Later, in 1991, with the strong support of Paulo Freire, who passed away in 1997, we founded the Paulo Freire Institute, a Non-Governmental-Organisation (NGO) based in São Paulo. It has a network of member organisations spread over more than 80 countries as well as institutions related to Paulo Freire’s work in more than 28 countries. The main goal of this network is to continue Paulo Freire’s legacy that has influenced critical pedagogy theories worldwide. Therefore, the institution’s main office in São Paulo holds the original manuscripts, the library, and memoirs of Paulo Freire. Students all over the world come and have direct access to the original documents, books and articles of Paulo Freire so they can study his work and undertake research.

In 1990 Paulo Freire was invited by WUS Germany to the conference “Nord-Süd-Konflikt – Bildungsauftrag für die Zukunft” (North-South Conflict – Educational needs for the Future), in Cologne. The aim was to discuss the role of education in development, and the role of international solidarity work.

During the 1980s and 90s, we developed a number of important programs with WUS. One of them, titled “University and Society”, included grants and scholarships to discuss the role of universities in the re-democratisation process of the Latin American countries. This program was important to promote and strengthen democracy in our countries.

1992 Global Summit in Rio on Sustainable Societies

An important activity of WUS Brazil was the participation in the process of the creation of the “Treaty of Environmental Education for Sustainable Societies”. It was in Rio de Janeiro, at the Global Summit in 1992, where the collaboration of three NGOs: WUS, ICEA (International Community Education Association), and ICAE (International Council for Adult Education), made a major impact. These three entities prepared and discussed in many countries around the world the draft document which was discussed in the first International Journey of Environment Education. We also prepared the second event for 2012, hoping that once again WUS would take part in the discussions.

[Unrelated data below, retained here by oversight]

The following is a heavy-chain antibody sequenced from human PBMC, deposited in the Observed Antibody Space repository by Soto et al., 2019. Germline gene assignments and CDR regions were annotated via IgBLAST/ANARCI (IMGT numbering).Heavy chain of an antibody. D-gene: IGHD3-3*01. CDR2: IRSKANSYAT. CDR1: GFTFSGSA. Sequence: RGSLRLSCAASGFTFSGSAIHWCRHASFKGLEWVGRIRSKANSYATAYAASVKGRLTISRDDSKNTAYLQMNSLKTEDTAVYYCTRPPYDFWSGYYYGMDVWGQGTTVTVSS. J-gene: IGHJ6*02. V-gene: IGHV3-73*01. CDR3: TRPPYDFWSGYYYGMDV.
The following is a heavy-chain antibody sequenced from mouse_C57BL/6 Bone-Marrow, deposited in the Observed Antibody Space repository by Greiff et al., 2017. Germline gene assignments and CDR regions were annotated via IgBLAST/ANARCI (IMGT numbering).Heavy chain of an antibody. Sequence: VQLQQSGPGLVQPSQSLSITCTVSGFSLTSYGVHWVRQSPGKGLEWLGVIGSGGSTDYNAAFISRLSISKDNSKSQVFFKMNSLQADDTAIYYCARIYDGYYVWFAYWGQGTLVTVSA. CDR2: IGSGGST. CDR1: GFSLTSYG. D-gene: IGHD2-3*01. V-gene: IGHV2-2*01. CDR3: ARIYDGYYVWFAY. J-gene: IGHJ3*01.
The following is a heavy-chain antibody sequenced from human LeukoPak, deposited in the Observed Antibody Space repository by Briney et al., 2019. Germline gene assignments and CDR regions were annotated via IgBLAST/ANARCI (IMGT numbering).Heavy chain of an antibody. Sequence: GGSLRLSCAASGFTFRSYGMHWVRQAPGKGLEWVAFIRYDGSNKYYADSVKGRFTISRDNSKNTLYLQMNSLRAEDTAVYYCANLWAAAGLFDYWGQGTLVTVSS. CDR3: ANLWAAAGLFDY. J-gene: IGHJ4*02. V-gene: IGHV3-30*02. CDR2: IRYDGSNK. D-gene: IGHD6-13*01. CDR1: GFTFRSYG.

The debates and activities of WUS were crucial in another important issue, the topic of gender. WUS was part of the gender movement in the 1990s, with the World Women Conference in Beijing (1995).

In 2009, at the UN Conference Decade on Education for Sustainable Development of UNESCO (2005- 2014) in Bonn, I was attending the NGO Conference on Education for Sustainable Development, organised by WUS, and had the chance to experience, once again, the vitality of the NGO network in Germany, and internationally. I could clearly see the work of Paulo Freire striving for a planetarian citizenship, transcending national boundaries, gender differences and inequality. We need global learning. I was impressed with the power and potential of this concept.

The concept of education for a sustainable development did not emerge in the university; it emerged in grassroots movements, in NGOs and in civil society. Combining sustainable development and voluntary service is an important issue for the years to come. We will never be in a world without dictatorship. Therefore, it is important that the young people, who do not have these memories from those difficult years, and lack information about them, learn and do not forget it.

Author profile
Moacir Gadotti

Moacir Gadotti was Director of the Paulo Freire Institute in São Paolo. He is also Professor of Philosophy of Education at the University of São Paulo. He made his PhD in Educational Sciences at the University of Geneva. He is author of many widely read and translated books, among others: “Invitation to Read Paulo Freire” (1988), History of Pedagogical Ideas (1993), Pedagogy of Praxis (1994), Pedagogy of the Earth (2001), The Masters of Rousseau (2004), and Education for sustainability: a contribution to the Decade of Education for Sustainable Development (2009), in which he develops an educational proposal oriented by the paradigm of sustainability.